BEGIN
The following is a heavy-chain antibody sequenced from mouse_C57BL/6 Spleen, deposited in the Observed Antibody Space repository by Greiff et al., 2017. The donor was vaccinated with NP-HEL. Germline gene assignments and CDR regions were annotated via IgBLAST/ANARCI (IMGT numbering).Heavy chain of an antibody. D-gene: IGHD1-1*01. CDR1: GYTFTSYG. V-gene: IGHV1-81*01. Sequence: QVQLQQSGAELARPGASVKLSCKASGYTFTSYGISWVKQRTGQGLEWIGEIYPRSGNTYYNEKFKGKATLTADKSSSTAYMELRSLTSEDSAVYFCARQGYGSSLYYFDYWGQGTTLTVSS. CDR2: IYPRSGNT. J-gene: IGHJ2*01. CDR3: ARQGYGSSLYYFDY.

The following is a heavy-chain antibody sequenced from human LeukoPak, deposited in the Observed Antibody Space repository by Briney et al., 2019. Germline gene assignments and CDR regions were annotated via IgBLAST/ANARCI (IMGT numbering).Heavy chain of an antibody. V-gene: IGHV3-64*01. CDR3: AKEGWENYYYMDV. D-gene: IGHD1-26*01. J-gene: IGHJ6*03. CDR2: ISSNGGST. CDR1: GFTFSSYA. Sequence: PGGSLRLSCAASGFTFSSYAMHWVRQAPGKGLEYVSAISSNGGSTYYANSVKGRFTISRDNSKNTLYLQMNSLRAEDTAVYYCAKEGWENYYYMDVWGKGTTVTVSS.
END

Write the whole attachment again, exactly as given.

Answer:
The following is a heavy-chain antibody sequenced from mouse_C57BL/6 Spleen, deposited in the Observed Antibody Space repository by Greiff et al., 2017. The donor was vaccinated with NP-HEL. Germline gene assignments and CDR regions were annotated via IgBLAST/ANARCI (IMGT numbering).Heavy chain of an antibody. D-gene: IGHD1-1*01. CDR1: GYTFTSYG. V-gene: IGHV1-81*01. Sequence: QVQLQQSGAELARPGASVKLSCKASGYTFTSYGISWVKQRTGQGLEWIGEIYPRSGNTYYNEKFKGKATLTADKSSSTAYMELRSLTSEDSAVYFCARQGYGSSLYYFDYWGQGTTLTVSS. CDR2: IYPRSGNT. J-gene: IGHJ2*01. CDR3: ARQGYGSSLYYFDY.

The following is a heavy-chain antibody sequenced from human LeukoPak, deposited in the Observed Antibody Space repository by Briney et al., 2019. Germline gene assignments and CDR regions were annotated via IgBLAST/ANARCI (IMGT numbering).Heavy chain of an antibody. V-gene: IGHV3-64*01. CDR3: AKEGWENYYYMDV. D-gene: IGHD1-26*01. J-gene: IGHJ6*03. CDR2: ISSNGGST. CDR1: GFTFSSYA. Sequence: PGGSLRLSCAASGFTFSSYAMHWVRQAPGKGLEYVSAISSNGGSTYYANSVKGRFTISRDNSKNTLYLQMNSLRAEDTAVYYCAKEGWENYYYMDVWGKGTTVTVSS.